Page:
Review by Michael Jacobson

Stars:  John Laughlin, Michael Berryman, John Bloom, Tamara Stafford, Janus Blythe
Director:  Wes Craven
Audio:  Dolby Digital Mono
Video:  Full Frame 1.33:1
Studio:  Image Entertainment
Features:  Theatrical Trailer
Length:  87 Minutes
Release Date:  September 3, 2002

“You never should have gotten off the road.”

Film **

The hills have eyes, and the dogs have flashbacks, in one of the most bizarre horror sequels ever filmed.

It seems that Wes Craven’s The Hills Have Eyes Part 2 is nearly universally regarded as the worst of the worst when it comes to said horror sequels (come ON, this is a genre that produced no less than nine sequels to Friday the 13th!).  Truth be told, it’s not that bad.  It’s not that good, either, but it doesn’t help that it’s the seven year follow-up to a truly landmark fright film.

Part 2 has very little going for it, relying instead on a few lengthy flashbacks to the first movie to establish some semblance of terror (and yes, as mentioned, the dog has one, too).  The original centered around the clash between two families:  one group of people lost in the desert, and one group of preying cannibalistic hill dwellers.  The sequel returns two of the victimized characters:  one is too scared to return to the site of the murderous mayhem, and the other isn’t, but later wishes she had been.

They are part of a young motocross team en route to a big event via bus.  As fate would have it, NOBODY on the bus on the date of their much anticipated race remembered to set their clocks back.  Their only solution is to try and cross the desert to make up for lost time.  Bad idea.

The vehicle breaks down (of course), and soon the kids find themselves facing our old friend Pluto (Berryman), the bald menacing member of the Jupiter family.  Jupiter died in the original; here we get a brother that was never mentioned before, called The Reaper (Bloom), a rather unsettling looking ogre.  Now they not only have the chance to kill again, but to exact revenge against a former one of their own.

All of this, as mentioned, isn’t really so bad…it’s just not very inspired, considering it’s from the same man who brought Nightmare on Elm Street to the screen a year earlier!  It seems hastily put together and shoddily constructed from start to finish.  The violence is somewhat limited, except for a rather gruesome throat-slitting, and the victim characters are completely blah compared to the villains…and then, we don’t get enough time with those villains.  The only interesting “good guy” is Cass (Stafford), a blind girl who makes a few too many self-depreciating jokes, and actually goes off exploring by herself in a strange cabin!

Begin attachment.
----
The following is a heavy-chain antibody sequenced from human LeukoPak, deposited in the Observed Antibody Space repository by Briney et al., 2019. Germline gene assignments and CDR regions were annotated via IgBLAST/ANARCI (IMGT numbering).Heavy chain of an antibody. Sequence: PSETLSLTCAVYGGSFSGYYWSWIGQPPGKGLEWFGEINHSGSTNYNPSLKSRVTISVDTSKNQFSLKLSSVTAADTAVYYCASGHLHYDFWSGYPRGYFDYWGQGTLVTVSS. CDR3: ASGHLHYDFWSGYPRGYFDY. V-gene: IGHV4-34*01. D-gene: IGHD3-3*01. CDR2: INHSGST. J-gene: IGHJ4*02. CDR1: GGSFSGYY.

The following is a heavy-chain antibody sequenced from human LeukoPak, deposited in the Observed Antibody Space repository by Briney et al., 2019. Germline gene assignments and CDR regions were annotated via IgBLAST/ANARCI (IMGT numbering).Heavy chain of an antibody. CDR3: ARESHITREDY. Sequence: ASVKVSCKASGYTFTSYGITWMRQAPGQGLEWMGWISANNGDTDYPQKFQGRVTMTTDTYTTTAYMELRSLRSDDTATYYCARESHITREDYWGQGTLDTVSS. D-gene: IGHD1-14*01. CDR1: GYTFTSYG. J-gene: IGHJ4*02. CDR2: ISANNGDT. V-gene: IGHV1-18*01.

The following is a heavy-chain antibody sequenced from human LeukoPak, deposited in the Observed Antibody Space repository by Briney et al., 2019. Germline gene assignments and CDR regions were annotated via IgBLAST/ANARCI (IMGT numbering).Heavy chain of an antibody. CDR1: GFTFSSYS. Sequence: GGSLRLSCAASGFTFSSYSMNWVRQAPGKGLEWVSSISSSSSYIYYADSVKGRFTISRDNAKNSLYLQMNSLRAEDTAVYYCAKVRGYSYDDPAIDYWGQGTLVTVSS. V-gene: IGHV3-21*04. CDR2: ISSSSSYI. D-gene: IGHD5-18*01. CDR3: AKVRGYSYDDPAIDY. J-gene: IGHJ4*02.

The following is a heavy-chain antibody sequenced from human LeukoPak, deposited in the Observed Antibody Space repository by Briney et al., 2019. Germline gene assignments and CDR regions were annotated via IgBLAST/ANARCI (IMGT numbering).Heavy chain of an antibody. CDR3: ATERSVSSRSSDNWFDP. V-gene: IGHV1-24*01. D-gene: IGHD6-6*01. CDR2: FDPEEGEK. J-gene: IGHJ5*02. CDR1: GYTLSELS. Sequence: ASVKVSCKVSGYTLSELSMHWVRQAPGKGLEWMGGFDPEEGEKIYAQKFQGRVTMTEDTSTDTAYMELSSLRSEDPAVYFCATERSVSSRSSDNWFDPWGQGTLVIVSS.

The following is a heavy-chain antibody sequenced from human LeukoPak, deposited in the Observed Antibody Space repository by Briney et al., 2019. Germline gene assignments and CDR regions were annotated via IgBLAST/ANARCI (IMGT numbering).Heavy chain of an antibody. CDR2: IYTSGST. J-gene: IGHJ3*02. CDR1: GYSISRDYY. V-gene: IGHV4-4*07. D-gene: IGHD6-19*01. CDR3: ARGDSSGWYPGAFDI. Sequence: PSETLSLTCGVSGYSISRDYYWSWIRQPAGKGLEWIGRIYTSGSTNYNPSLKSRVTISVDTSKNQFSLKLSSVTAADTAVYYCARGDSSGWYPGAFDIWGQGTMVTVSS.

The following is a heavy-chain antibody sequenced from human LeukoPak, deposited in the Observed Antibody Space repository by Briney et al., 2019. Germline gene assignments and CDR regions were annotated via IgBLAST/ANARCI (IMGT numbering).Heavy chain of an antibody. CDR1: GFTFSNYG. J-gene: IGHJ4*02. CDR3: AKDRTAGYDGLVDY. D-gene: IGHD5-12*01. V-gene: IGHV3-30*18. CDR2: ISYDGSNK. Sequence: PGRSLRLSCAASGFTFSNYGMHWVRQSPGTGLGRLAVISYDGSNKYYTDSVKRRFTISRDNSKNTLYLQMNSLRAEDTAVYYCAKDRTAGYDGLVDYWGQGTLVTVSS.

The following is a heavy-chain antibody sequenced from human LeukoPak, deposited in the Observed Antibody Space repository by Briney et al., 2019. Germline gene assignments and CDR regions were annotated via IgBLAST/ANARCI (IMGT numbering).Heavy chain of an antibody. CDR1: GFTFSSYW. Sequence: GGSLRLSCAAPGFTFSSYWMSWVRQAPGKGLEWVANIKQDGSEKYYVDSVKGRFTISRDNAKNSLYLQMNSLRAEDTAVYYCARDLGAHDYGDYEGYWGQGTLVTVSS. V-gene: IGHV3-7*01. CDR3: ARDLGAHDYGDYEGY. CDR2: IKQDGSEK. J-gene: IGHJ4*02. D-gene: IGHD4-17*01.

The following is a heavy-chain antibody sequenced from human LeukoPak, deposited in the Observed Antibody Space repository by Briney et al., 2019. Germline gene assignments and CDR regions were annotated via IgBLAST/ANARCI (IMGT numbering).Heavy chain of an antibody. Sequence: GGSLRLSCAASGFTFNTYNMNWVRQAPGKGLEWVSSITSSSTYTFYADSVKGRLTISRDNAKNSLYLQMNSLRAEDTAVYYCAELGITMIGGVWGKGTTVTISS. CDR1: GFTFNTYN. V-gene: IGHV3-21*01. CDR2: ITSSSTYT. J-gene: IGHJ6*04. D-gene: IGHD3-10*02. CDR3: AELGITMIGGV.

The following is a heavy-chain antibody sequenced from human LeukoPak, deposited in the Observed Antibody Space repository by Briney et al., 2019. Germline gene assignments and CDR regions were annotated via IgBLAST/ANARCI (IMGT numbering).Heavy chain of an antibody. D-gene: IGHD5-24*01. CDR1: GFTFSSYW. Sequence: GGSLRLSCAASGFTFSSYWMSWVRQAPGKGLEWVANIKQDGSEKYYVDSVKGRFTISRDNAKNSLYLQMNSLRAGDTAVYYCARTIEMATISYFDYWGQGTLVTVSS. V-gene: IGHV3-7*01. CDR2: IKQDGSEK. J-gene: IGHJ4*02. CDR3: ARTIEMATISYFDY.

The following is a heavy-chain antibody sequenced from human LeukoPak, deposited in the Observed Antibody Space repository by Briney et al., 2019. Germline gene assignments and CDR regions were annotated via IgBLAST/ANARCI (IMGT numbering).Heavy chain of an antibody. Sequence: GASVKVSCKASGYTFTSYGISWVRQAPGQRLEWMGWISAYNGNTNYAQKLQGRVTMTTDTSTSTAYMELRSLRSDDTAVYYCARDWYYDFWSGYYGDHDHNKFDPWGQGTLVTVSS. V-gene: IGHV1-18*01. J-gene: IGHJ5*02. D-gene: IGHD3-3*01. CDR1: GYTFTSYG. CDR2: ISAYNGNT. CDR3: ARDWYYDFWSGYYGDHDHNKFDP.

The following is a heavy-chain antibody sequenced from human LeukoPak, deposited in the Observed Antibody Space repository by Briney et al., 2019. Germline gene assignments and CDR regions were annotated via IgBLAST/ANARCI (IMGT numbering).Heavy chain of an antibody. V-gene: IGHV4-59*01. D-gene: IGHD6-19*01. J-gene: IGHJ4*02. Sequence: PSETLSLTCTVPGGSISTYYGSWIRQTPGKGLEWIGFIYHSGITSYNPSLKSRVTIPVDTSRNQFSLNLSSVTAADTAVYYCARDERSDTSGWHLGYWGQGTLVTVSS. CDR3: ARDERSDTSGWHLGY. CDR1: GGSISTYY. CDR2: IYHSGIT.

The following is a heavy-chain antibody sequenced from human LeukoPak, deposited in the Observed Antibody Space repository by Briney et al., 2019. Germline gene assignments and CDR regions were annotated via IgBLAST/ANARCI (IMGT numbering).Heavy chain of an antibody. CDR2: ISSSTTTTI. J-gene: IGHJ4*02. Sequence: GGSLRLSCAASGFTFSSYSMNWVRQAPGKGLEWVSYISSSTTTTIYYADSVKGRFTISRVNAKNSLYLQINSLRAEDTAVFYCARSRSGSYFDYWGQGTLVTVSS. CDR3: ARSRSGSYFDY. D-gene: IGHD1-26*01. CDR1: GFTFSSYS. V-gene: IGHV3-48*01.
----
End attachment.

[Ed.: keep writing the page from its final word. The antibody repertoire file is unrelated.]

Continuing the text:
So no, The Hills Have Eyes 2 doesn’t merit the distinction of worst horror sequel ever, at least not in my book.  It merely bears the non-distinction of being an average, by-the-numbers and decidedly poor attempt to cash in on a much better preceding film.

Video **

I’ve never seen this movie in widescreen, so I don’t know whether the full frame presentation is director’s choice or not.  As far as I could tell, I didn’t notice any misframing to the left and right, just some occasionally awkward looking shots around the top and bottom, leading me to believe this is just an open matte presentation.  The real problem is the film itself, which isn’t in the best shape in the world.  The opening and ending stretches are particularly murky with residue, grain and other interfering factors present.  As the movie progresses, it gets a bit better.  Colors come across well…that red bus is a very distinct shade of red…and images get clearer and show more definition.  The overall dinginess can only be attributed to age, and not the transfer offered here by Image.  Basically, it needs a restoration job…and frankly, I don’t see that happening any time soon.

Audio **1/2

The mono soundtrack is a little better than average here, owing to a few sequences that kick up the volume in just the right places, giving it some dynamic range.  Dialogue is clear, and I didn’t really notice much in the way of noise during the quieter parts.  The score by Harry Manfredini sounds fine, as well.  No real complaints.

Features *

Only a trailer.


The hills are alive with the sound of sequels.  The Hills Have Eyes Part 2 is a substandard follow up to a much worthier original…but how many sequels can you say that about?  Wes Craven devotees and cult fans may enjoy for specialized reasons, but apart from that, the audience for this offering is bound to be quite small.